“Retiring On Social Security Alone What’s it like to live on just social security?” –

living on social security

“Barbara Woodruff of St. Louis shares her story, and it may surprise you.”

“No doubt you’ve heard politicians and pundits debating the state of social security, and throwing out all kinds of numbers. But the bottom line for retirees has always been simple: Will I get enough to live on?

“Barbara Woodruff, of St. Louis, MO, can answer “yes,” to that question, but just barely. ‘It’s very difficult living on social security,’ says the 65-year old, who retired when she turned 62. Having lost her job as a cashier as well as her apartment and car in the recession, and being unable to find another job, the single retiree felt she had little choice but to retire in order to have an income. Her total social security benefit : $633 a month.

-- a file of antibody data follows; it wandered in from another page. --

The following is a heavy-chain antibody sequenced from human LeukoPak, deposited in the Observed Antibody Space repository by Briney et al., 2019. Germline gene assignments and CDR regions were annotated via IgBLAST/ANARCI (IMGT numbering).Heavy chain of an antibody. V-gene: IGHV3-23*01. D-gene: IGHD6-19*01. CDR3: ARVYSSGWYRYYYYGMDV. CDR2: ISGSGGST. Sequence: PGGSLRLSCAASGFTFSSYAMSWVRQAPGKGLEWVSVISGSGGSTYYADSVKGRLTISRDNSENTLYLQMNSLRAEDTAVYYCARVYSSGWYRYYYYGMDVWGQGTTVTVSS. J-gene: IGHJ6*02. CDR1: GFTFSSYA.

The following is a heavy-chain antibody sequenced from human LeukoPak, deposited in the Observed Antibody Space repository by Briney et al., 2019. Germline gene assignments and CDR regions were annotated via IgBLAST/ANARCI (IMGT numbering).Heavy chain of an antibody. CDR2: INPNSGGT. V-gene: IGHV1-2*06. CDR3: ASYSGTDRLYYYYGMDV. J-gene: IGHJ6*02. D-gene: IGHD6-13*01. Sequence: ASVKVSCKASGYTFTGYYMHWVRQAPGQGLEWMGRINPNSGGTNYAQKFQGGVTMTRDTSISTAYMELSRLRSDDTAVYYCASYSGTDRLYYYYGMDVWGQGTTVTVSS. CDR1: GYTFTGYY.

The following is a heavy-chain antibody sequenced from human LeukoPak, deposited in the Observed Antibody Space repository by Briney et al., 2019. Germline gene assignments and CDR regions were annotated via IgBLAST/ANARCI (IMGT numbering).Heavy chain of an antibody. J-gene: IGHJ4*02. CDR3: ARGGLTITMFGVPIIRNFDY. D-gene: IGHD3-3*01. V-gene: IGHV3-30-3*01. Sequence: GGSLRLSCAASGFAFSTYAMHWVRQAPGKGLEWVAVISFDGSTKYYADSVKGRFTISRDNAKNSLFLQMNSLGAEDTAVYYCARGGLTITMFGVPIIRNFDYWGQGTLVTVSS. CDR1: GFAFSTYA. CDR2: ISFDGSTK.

“According to the Social Security Administration, Woodruff is far from alone.”

Click here to read this article at in its entirety.

Pennsylvania Announces Selection for Community HealthChoices Managed Care Agreements

The Department of Human Services (DHS) continues to improve access to high-quality services and serve more people in the community.

Harrisburg, PA – Today, the departments of Human Services (DHS) and Aging announced that the commonwealth has agreed to move forward and negotiate agreements with three managed care organizations (MCOs) for Community HealthChoices (CHC).